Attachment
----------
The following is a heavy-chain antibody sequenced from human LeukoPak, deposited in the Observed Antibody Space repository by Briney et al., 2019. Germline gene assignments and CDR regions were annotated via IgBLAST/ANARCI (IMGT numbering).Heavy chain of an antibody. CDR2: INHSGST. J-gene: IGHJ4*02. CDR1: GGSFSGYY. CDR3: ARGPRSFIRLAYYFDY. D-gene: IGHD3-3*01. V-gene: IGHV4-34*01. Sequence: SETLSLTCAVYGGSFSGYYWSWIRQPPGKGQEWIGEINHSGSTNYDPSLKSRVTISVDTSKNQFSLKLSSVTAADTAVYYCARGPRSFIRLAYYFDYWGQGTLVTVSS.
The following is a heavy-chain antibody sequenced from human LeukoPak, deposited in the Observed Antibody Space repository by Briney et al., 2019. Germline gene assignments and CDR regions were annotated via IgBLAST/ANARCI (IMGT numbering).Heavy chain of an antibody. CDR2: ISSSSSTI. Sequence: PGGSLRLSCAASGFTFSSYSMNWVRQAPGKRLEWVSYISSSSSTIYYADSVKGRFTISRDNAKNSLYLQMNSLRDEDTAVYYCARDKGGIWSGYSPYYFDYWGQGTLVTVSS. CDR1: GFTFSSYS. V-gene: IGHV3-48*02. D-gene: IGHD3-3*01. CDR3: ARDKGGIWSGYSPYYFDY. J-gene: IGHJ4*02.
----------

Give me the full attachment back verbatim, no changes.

The following is a heavy-chain antibody sequenced from human LeukoPak, deposited in the Observed Antibody Space repository by Briney et al., 2019. Germline gene assignments and CDR regions were annotated via IgBLAST/ANARCI (IMGT numbering).Heavy chain of an antibody. CDR2: INHSGST. J-gene: IGHJ4*02. CDR1: GGSFSGYY. CDR3: ARGPRSFIRLAYYFDY. D-gene: IGHD3-3*01. V-gene: IGHV4-34*01. Sequence: SETLSLTCAVYGGSFSGYYWSWIRQPPGKGQEWIGEINHSGSTNYDPSLKSRVTISVDTSKNQFSLKLSSVTAADTAVYYCARGPRSFIRLAYYFDYWGQGTLVTVSS.
The following is a heavy-chain antibody sequenced from human LeukoPak, deposited in the Observed Antibody Space repository by Briney et al., 2019. Germline gene assignments and CDR regions were annotated via IgBLAST/ANARCI (IMGT numbering).Heavy chain of an antibody. CDR2: ISSSSSTI. Sequence: PGGSLRLSCAASGFTFSSYSMNWVRQAPGKRLEWVSYISSSSSTIYYADSVKGRFTISRDNAKNSLYLQMNSLRDEDTAVYYCARDKGGIWSGYSPYYFDYWGQGTLVTVSS. CDR1: GFTFSSYS. V-gene: IGHV3-48*02. D-gene: IGHD3-3*01. CDR3: ARDKGGIWSGYSPYYFDY. J-gene: IGHJ4*02.